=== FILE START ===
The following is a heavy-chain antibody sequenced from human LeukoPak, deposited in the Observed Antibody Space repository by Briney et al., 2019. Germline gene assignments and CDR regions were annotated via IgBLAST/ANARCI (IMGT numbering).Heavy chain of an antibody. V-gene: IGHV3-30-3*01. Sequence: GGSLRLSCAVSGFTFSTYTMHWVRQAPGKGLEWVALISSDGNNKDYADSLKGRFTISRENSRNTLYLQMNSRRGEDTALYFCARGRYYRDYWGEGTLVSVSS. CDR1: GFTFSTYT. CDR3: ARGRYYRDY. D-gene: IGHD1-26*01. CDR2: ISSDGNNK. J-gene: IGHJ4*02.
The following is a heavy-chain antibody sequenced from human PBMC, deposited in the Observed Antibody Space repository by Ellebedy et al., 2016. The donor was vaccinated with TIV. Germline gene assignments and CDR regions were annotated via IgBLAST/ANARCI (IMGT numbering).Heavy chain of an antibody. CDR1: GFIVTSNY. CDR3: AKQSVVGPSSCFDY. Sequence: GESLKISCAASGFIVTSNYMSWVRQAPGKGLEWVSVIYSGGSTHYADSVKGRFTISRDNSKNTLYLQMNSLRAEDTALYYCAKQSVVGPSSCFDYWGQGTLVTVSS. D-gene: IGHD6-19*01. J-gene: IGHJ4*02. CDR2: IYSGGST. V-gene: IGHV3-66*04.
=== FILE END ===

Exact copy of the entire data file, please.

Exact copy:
The following is a heavy-chain antibody sequenced from human LeukoPak, deposited in the Observed Antibody Space repository by Briney et al., 2019. Germline gene assignments and CDR regions were annotated via IgBLAST/ANARCI (IMGT numbering).Heavy chain of an antibody. V-gene: IGHV3-30-3*01. Sequence: GGSLRLSCAVSGFTFSTYTMHWVRQAPGKGLEWVALISSDGNNKDYADSLKGRFTISRENSRNTLYLQMNSRRGEDTALYFCARGRYYRDYWGEGTLVSVSS. CDR1: GFTFSTYT. CDR3: ARGRYYRDY. D-gene: IGHD1-26*01. CDR2: ISSDGNNK. J-gene: IGHJ4*02.
The following is a heavy-chain antibody sequenced from human PBMC, deposited in the Observed Antibody Space repository by Ellebedy et al., 2016. The donor was vaccinated with TIV. Germline gene assignments and CDR regions were annotated via IgBLAST/ANARCI (IMGT numbering).Heavy chain of an antibody. CDR1: GFIVTSNY. CDR3: AKQSVVGPSSCFDY. Sequence: GESLKISCAASGFIVTSNYMSWVRQAPGKGLEWVSVIYSGGSTHYADSVKGRFTISRDNSKNTLYLQMNSLRAEDTALYYCAKQSVVGPSSCFDYWGQGTLVTVSS. D-gene: IGHD6-19*01. J-gene: IGHJ4*02. CDR2: IYSGGST. V-gene: IGHV3-66*04.